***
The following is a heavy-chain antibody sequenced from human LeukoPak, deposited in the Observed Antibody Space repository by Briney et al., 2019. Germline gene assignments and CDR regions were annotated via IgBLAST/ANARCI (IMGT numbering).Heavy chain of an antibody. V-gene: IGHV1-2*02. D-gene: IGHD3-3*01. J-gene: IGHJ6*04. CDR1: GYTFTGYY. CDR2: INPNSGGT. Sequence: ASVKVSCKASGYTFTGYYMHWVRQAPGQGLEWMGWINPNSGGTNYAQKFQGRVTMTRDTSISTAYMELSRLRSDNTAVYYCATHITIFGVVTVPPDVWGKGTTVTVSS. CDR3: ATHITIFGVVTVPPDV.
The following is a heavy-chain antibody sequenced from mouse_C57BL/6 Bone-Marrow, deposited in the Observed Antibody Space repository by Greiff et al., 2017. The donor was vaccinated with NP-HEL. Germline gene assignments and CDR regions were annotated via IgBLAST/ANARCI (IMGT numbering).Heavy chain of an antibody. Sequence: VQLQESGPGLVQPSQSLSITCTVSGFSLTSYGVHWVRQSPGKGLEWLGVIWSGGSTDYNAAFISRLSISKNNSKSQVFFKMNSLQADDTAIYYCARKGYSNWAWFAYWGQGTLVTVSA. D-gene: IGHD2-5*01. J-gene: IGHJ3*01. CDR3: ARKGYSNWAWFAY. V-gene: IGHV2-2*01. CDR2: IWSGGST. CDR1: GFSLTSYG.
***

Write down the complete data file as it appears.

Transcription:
The following is a heavy-chain antibody sequenced from human LeukoPak, deposited in the Observed Antibody Space repository by Briney et al., 2019. Germline gene assignments and CDR regions were annotated via IgBLAST/ANARCI (IMGT numbering).Heavy chain of an antibody. V-gene: IGHV1-2*02. D-gene: IGHD3-3*01. J-gene: IGHJ6*04. CDR1: GYTFTGYY. CDR2: INPNSGGT. Sequence: ASVKVSCKASGYTFTGYYMHWVRQAPGQGLEWMGWINPNSGGTNYAQKFQGRVTMTRDTSISTAYMELSRLRSDNTAVYYCATHITIFGVVTVPPDVWGKGTTVTVSS. CDR3: ATHITIFGVVTVPPDV.
The following is a heavy-chain antibody sequenced from mouse_C57BL/6 Bone-Marrow, deposited in the Observed Antibody Space repository by Greiff et al., 2017. The donor was vaccinated with NP-HEL. Germline gene assignments and CDR regions were annotated via IgBLAST/ANARCI (IMGT numbering).Heavy chain of an antibody. Sequence: VQLQESGPGLVQPSQSLSITCTVSGFSLTSYGVHWVRQSPGKGLEWLGVIWSGGSTDYNAAFISRLSISKNNSKSQVFFKMNSLQADDTAIYYCARKGYSNWAWFAYWGQGTLVTVSA. D-gene: IGHD2-5*01. J-gene: IGHJ3*01. CDR3: ARKGYSNWAWFAY. V-gene: IGHV2-2*01. CDR2: IWSGGST. CDR1: GFSLTSYG.